REV. H. C. BOYLE, Pittsburg, Pa.: I want to say how much I regret that the discussion did not take a practical turn; that is, that the principle was not accepted as established. Most of the comments dealt with it and not with its practical working out. The principle has already come in for a great deal of discussion at former meetings of the Association, and my paper accepted it for present purposes as a conclusion at which practically every educator had arrived. I had hoped that the priests here to-day would discuss the question of how it is going to get into the schools. It was with that end in view that I, perhaps rather rashly, suggested that the public school centers could be taken advantage of, and that the children could be sent from parish schools to these centers. I thought that would be a daring enough suggestion in an assembly of this kind to arouse a great deal of discussion. I happen to know of two or three dioceses in this country where the question of sending children out to public schools for manual training is being seriously considered.

The Father from Belleville urged some very good objections to industrial training if they were warranted by conditions in all sections of the country. But they are not. The practical results that corporations through Pennsylvania, through my own section of Pennsylvania, have achieved are against his contention. The officials in the Pennsylvania Railroad shops at Altoona will not accept boys as apprentices in their shops unless they have finished the industrial training course in the local high school. The Westinghouse Electric and Manufacturing Company,

at East Pittsburg, fosters and encourages industrial training in the town in which it operates. The policy of these corporations is dictated in this matter by the known practical efficiency of industrial training, and not by any theory about it.

Another point raised during the discussion that I would like to touch upon is the question of moral character. It seems to me that every time opposition is aroused at these meetings some one is bound to base it on the contention that the Catholic schools are here to educate men morally and spiritually. They are; that is their prime purpose. But how that should militate against industrial training, any more than it does against arithmetic or geography or the other branches of the school course is beyond my seeing. Industry is reckoned as the ally and not the enemy of moral character. Germany excels all other nations in this matter of industrial training in the schools, and there are no complaints of which I am aware of the moral character or the Catholicity fashioned under its influence.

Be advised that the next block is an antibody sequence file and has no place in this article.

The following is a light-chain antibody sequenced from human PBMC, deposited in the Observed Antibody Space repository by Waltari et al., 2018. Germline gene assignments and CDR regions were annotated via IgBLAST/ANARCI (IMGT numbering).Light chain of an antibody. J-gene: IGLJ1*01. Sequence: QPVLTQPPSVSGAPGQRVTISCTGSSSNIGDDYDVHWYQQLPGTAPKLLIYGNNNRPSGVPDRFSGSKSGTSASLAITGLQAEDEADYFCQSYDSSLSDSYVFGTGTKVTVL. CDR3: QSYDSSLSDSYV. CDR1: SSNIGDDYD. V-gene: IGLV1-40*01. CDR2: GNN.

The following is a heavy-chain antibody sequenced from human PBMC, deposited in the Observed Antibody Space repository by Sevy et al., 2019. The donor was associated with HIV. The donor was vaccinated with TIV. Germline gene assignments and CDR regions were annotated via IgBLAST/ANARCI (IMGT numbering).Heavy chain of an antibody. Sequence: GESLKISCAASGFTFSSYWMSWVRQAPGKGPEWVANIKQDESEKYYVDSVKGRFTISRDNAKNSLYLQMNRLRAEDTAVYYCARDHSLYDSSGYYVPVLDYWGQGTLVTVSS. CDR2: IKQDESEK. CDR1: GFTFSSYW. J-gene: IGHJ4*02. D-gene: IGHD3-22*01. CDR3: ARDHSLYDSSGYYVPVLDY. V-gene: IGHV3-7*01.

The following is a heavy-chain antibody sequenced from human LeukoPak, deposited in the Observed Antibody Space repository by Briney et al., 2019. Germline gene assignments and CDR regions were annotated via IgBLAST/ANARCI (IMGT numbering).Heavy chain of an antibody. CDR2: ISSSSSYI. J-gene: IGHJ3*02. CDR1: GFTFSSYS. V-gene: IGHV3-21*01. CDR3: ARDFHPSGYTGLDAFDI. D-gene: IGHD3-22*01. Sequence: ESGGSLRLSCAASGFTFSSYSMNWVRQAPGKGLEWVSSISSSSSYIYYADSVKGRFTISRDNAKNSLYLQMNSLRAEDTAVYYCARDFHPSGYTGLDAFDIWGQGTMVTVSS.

TUESDAY, JULY 5, 1910, 4 P. M.

The Superintendents' Section was called to order by the Very Rev. Chairman Connolly, V. G. After prayer the Chairman gave a brief resumé of the history of this Section.

On motion, the chair appointed a Committee on Rules and another on Nominations. Rev. O. B. Auer and Bro. Waldron were appointed the Committee on Rules and Rev. E. F. Gibbons, Bro. Victor and Rev. P. J. McCormick were named the Committee on Nominations.

The paper, "Systems of Promotion," was read by Bro. George Sauer, S. M. It was informally discussed. After prayer the meeting adjourned.


WEDNESDAY, JULY 6, 1910, 4 P. M.

The Section was called to order by the Very Rev. Chairman. After the opening prayer, Brother Edward, F. S. C., read an interesting paper on "The Personal Power of a Teacher in the Highest Grades of Our Parochial and High Schools." As on the day previous, the paper was informally discussed by several members. The Committee on Rules presented the following report:

We recommend (1) that the secretary of this Section be instructed to compile a directory of superintendents and inspectors of schools, (2) that attendance at the business or executive ses

sions of this Section be restricted to the members whose names are officially enrolled.

The report was adopted.


The Committee on Nominations proposed the name of Rev. A. E. Lafontaine for chairman and Brother Victor for secretary. On motion the report was adopted, and the secretary was instructed to cast the ballot for the candidates named.

On motion of Brother Waldron a committee was appointed to gather statistics concerning our schools and report at the next annual meeting. The chair appointed the Rev. Chairman and Secretary, Rev. C. Wienker, Brother John Waldron and Rev. A. V. Garthoeffner. After prayer the meeting adjourned.